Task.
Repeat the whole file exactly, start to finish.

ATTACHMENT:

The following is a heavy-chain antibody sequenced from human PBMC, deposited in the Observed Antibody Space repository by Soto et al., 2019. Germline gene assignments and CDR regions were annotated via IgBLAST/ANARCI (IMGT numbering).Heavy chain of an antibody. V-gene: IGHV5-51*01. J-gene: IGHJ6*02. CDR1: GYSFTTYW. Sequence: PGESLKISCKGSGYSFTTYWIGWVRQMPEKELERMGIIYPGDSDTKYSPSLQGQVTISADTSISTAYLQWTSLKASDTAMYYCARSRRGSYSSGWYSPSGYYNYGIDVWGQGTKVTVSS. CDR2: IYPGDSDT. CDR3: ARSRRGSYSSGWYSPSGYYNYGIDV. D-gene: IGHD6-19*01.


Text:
The following is a heavy-chain antibody sequenced from human PBMC, deposited in the Observed Antibody Space repository by Soto et al., 2019. Germline gene assignments and CDR regions were annotated via IgBLAST/ANARCI (IMGT numbering).Heavy chain of an antibody. V-gene: IGHV5-51*01. J-gene: IGHJ6*02. CDR1: GYSFTTYW. Sequence: PGESLKISCKGSGYSFTTYWIGWVRQMPEKELERMGIIYPGDSDTKYSPSLQGQVTISADTSISTAYLQWTSLKASDTAMYYCARSRRGSYSSGWYSPSGYYNYGIDVWGQGTKVTVSS. CDR2: IYPGDSDT. CDR3: ARSRRGSYSSGWYSPSGYYNYGIDV. D-gene: IGHD6-19*01.